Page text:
I would normally start by getting someone to increase their food intake slowly. Maybe as little as 50 to 100 calories at a time. It is about seeing that you can eat more and not gain weight so step by step we increase food intake aiming to keep weight stable. It does depend on where the client is coming from but ultimately this could be more carbohydrate, especially after exercise, more good quality fats and sometimes more proteins.

It is also important that we rebalance stressors in the individuals life. If excessive amounts of exercise is a problem, reducing activity to a level that the individual is comfortable with (this is often very difficult to negotiate) can be so helpful.

You may like to refer to my most recent blog on parasympathetic and sympathetic balance.


In the case of under-eating, especially if coupled with over-exercising, digestive imbalances, adrenal imbalances and thyroid imbalances are common. Therefore, as food intake increases, nutrients and foods which support these systems can be extremely beneficial. The following foods are some of my favourites:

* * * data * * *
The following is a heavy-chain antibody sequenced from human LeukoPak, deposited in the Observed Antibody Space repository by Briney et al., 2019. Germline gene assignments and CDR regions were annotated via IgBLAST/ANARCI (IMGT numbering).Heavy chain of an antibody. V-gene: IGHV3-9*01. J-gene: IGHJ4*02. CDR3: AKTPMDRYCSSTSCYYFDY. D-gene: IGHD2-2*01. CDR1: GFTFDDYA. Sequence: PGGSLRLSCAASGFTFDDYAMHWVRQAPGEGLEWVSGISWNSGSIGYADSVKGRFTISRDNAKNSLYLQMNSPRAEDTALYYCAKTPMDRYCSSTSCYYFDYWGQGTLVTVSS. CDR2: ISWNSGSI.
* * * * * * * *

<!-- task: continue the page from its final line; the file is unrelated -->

• Fermented foods: provide beneficial flora for the gut
  • Sea vegetables and seaweed: nourish the thyroid gland
  • Eggs: provide choline for healthy cell membranes and cholesterol for steroid hormones (sex and stress hormones)
  • Oily fish: provide essential omega 3 for healthy cell membranes and manage inflammation
  • Dark chocolate: provides magnesium for health energy cycles
  • Liver: nature’s multi-vitamin containing good levels of B-vitamins for health energy cycles
  • Brazil nuts: provide selenium for the thyroid gland
  • Olives, olive oil, avocado, macadamia, flaxseed and hemp: beneficial fatty acids


It may be appropriate to get additional test done to address any underlying problems. Again, favourites include:

  • Adrenal Stress Test
  • Comprehensive Digestive Stool Anaylsis to address gut issues
  • Thyroid panel including T3
  • Sex Hormone Profile

Based on test results I would often personalise a supplement program to rebalance underlying health concerns.


Want to work with me-